Friday, October 1, 2010

Tutuveni Petroglyphs Provided with Extra Protection

Southwestern Archaeology Making the News - A Service of the Center for Desert Archaeology

Tutuveni Petroglyphs Provided with Extra Protection
Recognized as a sacred site by the Hopi people, the Hopi "Tutuveni" petroglyph area located near Tuba City and state Highway 89 contains the largest, most significant concentration of Hopi clan symbols found anywhere in the American southwest. - Navajo Hopi Observer

Archaeologists Dismiss Clovis Comet Impact Theory
New research challenges the controversial theory that an ancient comet impact devastated the Clovis people, one of the earliest known cultures to inhabit North America. Writing in the October issue of Current Anthropology, archaeologists Vance Holliday (University of Arizona) and David Meltzer (Southern Methodist University) argue that there is nothing in the archaeological record to suggest an abrupt collapse of Clovis populations. "Whether or not the proposed extraterrestrial impact occurred is a matter for empirical testing in the geological record," the researchers write. "Insofar as concerns the archaeological record, an extraterrestrial impact is an unnecessary solution for an archaeological problem that does not exist."

Lost City Musuem Celebrates 75 Years of Interpreting Ancient Nevada
"Most people don't know that in Southern Nevada, we had such large-scale, prehistoric populations," says Dr. Karen Harry, an archaeologist and professor in the anthropology department at the University of Nevada, Las Vegas. "It's kind of a big deal."

23 Historic Preservation Efforts in Nevada Canceled
The 23 historic preservation projects awarded funding from the Nevada Commission on Cultural Affairs earlier this year are the latest casualties of the state's budget crisis.
Historic Preservation Officer Ron James said the grants totaling $3 million were pulled back after the announcement that the state has no capacity to issue new bonds this coming budget cycle.

Artifacts Stolen From Bent's Old Fort National Historic Site
The National Park Service says burglars stole buffalo hides and historical weapons from two historic sites in southeastern Colorado.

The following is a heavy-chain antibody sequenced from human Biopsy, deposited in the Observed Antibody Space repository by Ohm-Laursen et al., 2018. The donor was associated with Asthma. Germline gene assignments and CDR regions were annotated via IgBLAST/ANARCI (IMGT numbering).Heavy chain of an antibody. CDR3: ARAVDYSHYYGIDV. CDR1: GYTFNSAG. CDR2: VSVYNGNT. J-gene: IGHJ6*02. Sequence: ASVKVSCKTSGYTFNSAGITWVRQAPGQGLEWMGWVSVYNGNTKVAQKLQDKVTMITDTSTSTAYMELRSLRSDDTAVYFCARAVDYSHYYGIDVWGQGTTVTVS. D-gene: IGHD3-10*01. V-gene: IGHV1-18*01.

Symposium on the Archaeology of the Arizona Strip is Scheduled for November
On Friday, November 12, and Saturday, November 13, 2010, the Kaibab Vermilion Cliffs Heritage Alliance will sponsor an archaeological symposium in Page, Arizona, Discovering the Archaeology of the Arizona Strip Region: Learning from the Past - Planning for the Future. The symposium will bring together agency archaeologists, professionals, students, tribal representatives, and the public to discuss questions that will guide a research design for the coming decades on the Arizona Strip north of the Grand Canyon in Arizona. On Friday night, November 12, keynote speakers Don and Catherine Fowler will share their archaeological experiences in the region. The public is invited without charge to the evening sessions. Early registration is $35.00 until October 1, 2010, after October 1 registration is $50.00.For symposium information and to register go to

Mesa Verde For Kids
here’s no time to be nervous. The kids charge ahead up the 32-foot ladder, squeezing through a narrow, 12-foot tunnel, walking in toeholds carved into dusty sandstone. Imagine if you could only get into your office or house via toeholds carved into rock. Imagine cooking by tossing a hot rock into a waterproofed basket filled with stew fixings and grinding corn with a rock. Imagine living with your family in small stone rooms. Imagine no TV or video games to entertain the kids — just stories passed down from generation to generation. - Ventura County Star

Celebrating The Twelfth Annual Traditional Native American Indian Feast & Fundraiser Festival San Xavier Plaza
The Traditional Native American Indian Feast & Fundraiser Festival for the Golden Eagle Feather Award and Scholarship will be celebrating its TWELFTH ANNUAL, on Saturday, October 2, 2010, from 6pm to 9 pm at the San Xavier Plaza, Tucson, Arizona. This event is open to everyone. - Tucson Citizen

Montezuma Castle National Monument Celebrates 50th Anniversary
In the shadow of nearly 1,000-year-old ruins, Marie Carone joined a celebration of a small, but significant milestone in the Verde Valley's history. The visitor's center at Montezuma's Castle, the popular national monument, is turning 50-years old. - ABC